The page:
It lurks deep in the temporal lobe of the brain’s cerebrum. It is almond-shaped and scientists call it the amygdala. It is where the emotions of fear and anger reside. A protective mechanism shared by all, it requires the right cue to spring into action. The terror attacks in Brussels and the saturated media coverage that followed were the trigger this time.
Like a clarion call, the attacks first summoned fear. Fear of injury, of death. Fear that our own family members may be endangered. Then this fear turned to anger when images of the victims and their grieving families flickered on TV and computer screens. The anger is understandable and righteous, and paybacks are called for. But the trouble occurs when this anger becomes unmoored and drifts to other targets— people who look like the assailants and who may share their language, dress, and religious beliefs, but not their violent politics.
Shots were fired at a mosque in Meriden, Connecticut. Two days later, in Pflugerville, Texas, vandals tore up a Quran, covered it with feces, and left it at the door of a mosque. In Roanoke, Virginia, Mayor David Bowers (D) announced his opposition to assisting Syrian refugees and suggested that it might be time to create World War II-style internment camps for any refugees from the Middle East. Tennessee state House member Glen Casada (R) followed suit by proposing that all Syrian refugees in his state be rounded up and sent to a federal immigration center. Rhode Island State Senator Elaine Morgan (R) argued against accepting any Syrian refugees because "[t]he Muslim religion and philosophy is to murder, rape, and decapitate anyone [who]is a non-Muslim." And so it began.
Now we have almost half of all governors, including one Democrat, pledging to block the resettlement of Syrian Muslim refugees in their states, and nearly all of the Republican presidential candidates siding with them. They fear terrorist infiltration, despite a vigorous U. S. vetting process that can take from 18 to 24 months.
This latest onslaught of Islamophobia was able to hit the ground running because the country’s temperament had been well prepared. With his incendiary rhetoric about Mexican rapists and building a 2,000 mile wall along the Mexican border, Donald Trump provided the tinder for a new spark of nativist thinking. Now he’s fanning the flames by suggesting we “strongly consider” closing mosques. Is he not familiar with the First Amendment? Ben Carson took a seat by the fire when he compared Syrian refugees to a rabid dog. Ted Cruz and Jeb Bush, joined in by suggesting that we give a religious test to refugees, though I’m afraid it would get reduced to the unconstitutional and un-American advisory: “Only Christians need apply.” Ah, but that little almond-shaped organ of fear and loathing is always very busy.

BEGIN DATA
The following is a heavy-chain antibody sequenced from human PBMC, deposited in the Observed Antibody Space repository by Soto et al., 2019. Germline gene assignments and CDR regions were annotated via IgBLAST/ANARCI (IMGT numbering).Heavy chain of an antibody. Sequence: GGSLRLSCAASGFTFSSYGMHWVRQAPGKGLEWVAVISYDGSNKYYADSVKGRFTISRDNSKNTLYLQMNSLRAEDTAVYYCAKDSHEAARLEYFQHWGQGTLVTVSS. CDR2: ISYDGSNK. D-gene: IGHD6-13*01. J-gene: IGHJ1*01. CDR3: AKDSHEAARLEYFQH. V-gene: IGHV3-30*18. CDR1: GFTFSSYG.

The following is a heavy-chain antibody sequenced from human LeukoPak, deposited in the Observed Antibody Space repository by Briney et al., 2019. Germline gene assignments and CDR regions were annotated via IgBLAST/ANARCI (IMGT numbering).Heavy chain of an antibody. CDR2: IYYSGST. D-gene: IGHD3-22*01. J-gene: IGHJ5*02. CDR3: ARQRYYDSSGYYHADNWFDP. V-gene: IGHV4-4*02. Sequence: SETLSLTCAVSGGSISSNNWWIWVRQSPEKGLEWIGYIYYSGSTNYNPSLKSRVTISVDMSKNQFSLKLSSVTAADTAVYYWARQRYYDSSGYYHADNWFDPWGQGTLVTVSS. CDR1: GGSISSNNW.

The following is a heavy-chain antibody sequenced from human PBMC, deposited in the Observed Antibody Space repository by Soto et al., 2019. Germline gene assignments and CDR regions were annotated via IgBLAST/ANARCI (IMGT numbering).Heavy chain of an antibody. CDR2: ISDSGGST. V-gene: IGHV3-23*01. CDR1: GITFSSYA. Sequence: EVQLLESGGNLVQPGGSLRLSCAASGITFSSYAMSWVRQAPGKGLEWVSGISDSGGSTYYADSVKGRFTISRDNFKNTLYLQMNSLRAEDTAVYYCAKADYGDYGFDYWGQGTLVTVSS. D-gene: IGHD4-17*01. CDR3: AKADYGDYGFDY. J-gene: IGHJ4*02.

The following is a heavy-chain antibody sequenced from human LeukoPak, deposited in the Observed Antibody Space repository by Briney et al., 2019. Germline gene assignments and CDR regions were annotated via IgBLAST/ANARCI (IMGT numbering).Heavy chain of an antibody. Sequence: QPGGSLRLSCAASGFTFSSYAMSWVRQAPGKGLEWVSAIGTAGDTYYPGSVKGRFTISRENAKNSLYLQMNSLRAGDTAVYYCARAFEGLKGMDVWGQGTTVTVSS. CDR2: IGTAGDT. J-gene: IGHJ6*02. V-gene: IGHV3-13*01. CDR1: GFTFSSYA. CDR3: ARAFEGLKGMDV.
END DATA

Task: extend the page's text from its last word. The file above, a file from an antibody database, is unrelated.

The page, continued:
Why is it that when times are fraught with danger, some Americans are so quick to trash the values and symbols we hold so dear. It is great to trumpet the Statue of Liberty’s message of “Give me your tired, your poor…. Send these, the homeless, tempest-tossed to me….” in our textbooks, just don’t ask us to make good on the offer. It is uplifting to listen to the Sermon on the Mount’s beatitudes and the parable of the Good Samaritan, just don’t expect us to do as they suggest. It is instructive to cite the internment of Japanese-Americans during World War II and our turning away of a ship filled with Jewish refugees fleeing Nazi Germany as sad chapters in U.S. history, except we’ve apparently learned nothing.
And the worst of it is that we are playing right into the hands of the Islamic State. National Security expert Christopher Smith believes this behavior, “reinforces the ‘clash of civilizations’ narrative that groups like ISIS use to make a political rapprochement between different religious groups impossible.” Aaron Zelin, an expert on jihadist groups, thinks the flow of refugees actually undermines the ISIS “message that its self-styled Caliphate is a refuge, because if it was, individuals would actually go there in droves,” rather than risk their lives making the journey to Europe.
But all of this takes serious reasoning. It is much easier to listen to that little voice in our head that whispers, “Be afraid. Be very afraid.” That way, terror wins.
Frank Batavick is a graduate of Gloucester Catholic (‘63) and La Salle University ('67) with over 40 years of experience as a television writer/producer/director for public TV and media companies in IN and NJ. He has also served as adjunct faculty and visiting professor in Communications at colleges and universities in NY and MD. Frank now lives in MD with his wife Dori (GCHS, ‘63), where he is the vice chair of the Historical Society of Carroll County’s board of trustees, editor of the Carroll History Journal, and a weekly columnist and occasional feature writer for the Carroll County Times.